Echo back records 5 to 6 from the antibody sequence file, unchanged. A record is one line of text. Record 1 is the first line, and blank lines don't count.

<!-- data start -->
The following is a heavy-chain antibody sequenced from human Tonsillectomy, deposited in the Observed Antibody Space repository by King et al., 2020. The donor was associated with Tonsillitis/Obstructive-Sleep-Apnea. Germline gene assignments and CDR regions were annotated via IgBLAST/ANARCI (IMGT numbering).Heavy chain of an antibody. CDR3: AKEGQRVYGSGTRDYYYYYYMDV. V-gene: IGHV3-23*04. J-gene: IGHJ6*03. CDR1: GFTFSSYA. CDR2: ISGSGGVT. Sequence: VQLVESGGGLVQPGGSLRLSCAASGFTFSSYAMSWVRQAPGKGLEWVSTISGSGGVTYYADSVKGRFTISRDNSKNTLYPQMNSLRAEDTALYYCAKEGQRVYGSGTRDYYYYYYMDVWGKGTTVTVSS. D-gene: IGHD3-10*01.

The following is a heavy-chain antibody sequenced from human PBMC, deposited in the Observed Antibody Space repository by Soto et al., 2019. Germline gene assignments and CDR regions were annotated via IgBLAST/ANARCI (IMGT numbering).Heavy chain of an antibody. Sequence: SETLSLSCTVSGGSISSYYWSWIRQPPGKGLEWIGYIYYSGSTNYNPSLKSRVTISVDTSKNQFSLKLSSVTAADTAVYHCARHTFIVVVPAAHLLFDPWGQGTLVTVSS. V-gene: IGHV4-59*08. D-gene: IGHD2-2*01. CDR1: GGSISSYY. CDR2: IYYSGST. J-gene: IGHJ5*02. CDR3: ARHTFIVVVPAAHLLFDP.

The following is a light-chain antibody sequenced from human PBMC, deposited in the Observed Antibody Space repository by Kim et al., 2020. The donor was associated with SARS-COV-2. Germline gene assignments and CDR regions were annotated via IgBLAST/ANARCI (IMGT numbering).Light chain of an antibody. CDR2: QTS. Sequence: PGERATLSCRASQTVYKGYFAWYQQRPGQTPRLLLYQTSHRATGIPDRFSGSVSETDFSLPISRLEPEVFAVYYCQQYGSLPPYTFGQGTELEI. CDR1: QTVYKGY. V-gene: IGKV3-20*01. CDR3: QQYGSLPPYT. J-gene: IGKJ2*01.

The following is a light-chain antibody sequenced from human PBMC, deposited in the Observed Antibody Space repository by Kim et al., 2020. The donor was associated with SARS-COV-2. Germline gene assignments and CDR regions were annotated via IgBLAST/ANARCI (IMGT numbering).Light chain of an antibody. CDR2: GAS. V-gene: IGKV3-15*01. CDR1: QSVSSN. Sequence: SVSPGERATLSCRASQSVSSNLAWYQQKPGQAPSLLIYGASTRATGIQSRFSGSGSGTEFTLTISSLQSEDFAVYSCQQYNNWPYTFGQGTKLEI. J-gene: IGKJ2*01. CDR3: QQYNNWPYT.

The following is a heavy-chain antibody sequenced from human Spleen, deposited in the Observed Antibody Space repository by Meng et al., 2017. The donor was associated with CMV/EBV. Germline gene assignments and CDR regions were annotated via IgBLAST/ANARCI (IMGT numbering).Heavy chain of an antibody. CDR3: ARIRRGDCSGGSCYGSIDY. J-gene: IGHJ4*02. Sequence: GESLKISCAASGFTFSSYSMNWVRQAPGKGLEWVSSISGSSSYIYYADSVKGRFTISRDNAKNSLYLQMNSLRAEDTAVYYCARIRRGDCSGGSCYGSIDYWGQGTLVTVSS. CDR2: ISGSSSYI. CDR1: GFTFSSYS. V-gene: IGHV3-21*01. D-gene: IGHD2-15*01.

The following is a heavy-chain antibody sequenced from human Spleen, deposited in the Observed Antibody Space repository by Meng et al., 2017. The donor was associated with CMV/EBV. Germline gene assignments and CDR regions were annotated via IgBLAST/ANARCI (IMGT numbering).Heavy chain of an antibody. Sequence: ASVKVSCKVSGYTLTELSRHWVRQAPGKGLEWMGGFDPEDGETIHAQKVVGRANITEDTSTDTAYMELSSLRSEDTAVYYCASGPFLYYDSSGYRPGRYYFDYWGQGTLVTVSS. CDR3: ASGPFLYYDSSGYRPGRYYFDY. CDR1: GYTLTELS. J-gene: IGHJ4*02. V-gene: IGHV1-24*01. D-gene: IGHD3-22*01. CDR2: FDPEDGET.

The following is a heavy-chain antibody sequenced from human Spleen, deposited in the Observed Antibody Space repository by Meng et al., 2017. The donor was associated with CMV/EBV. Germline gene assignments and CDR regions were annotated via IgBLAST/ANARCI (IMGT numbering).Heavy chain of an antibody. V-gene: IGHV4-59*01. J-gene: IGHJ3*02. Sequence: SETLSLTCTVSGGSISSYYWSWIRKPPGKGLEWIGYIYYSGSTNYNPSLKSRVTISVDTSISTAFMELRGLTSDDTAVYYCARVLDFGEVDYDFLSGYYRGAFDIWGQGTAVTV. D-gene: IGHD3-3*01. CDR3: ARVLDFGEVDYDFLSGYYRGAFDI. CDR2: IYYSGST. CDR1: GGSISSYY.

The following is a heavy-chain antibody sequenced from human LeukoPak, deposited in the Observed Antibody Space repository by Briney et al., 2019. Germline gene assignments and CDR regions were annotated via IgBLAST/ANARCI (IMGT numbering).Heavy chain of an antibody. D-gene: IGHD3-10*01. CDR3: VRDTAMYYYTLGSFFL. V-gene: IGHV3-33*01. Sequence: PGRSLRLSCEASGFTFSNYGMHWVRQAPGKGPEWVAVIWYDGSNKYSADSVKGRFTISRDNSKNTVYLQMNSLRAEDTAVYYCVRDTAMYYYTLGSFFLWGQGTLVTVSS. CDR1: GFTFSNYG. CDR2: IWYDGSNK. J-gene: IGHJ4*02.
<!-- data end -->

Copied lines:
The following is a heavy-chain antibody sequenced from human Spleen, deposited in the Observed Antibody Space repository by Meng et al., 2017. The donor was associated with CMV/EBV. Germline gene assignments and CDR regions were annotated via IgBLAST/ANARCI (IMGT numbering).Heavy chain of an antibody. CDR3: ARIRRGDCSGGSCYGSIDY. J-gene: IGHJ4*02. Sequence: GESLKISCAASGFTFSSYSMNWVRQAPGKGLEWVSSISGSSSYIYYADSVKGRFTISRDNAKNSLYLQMNSLRAEDTAVYYCARIRRGDCSGGSCYGSIDYWGQGTLVTVSS. CDR2: ISGSSSYI. CDR1: GFTFSSYS. V-gene: IGHV3-21*01. D-gene: IGHD2-15*01.

The following is a heavy-chain antibody sequenced from human Spleen, deposited in the Observed Antibody Space repository by Meng et al., 2017. The donor was associated with CMV/EBV. Germline gene assignments and CDR regions were annotated via IgBLAST/ANARCI (IMGT numbering).Heavy chain of an antibody. Sequence: ASVKVSCKVSGYTLTELSRHWVRQAPGKGLEWMGGFDPEDGETIHAQKVVGRANITEDTSTDTAYMELSSLRSEDTAVYYCASGPFLYYDSSGYRPGRYYFDYWGQGTLVTVSS. CDR3: ASGPFLYYDSSGYRPGRYYFDY. CDR1: GYTLTELS. J-gene: IGHJ4*02. V-gene: IGHV1-24*01. D-gene: IGHD3-22*01. CDR2: FDPEDGET.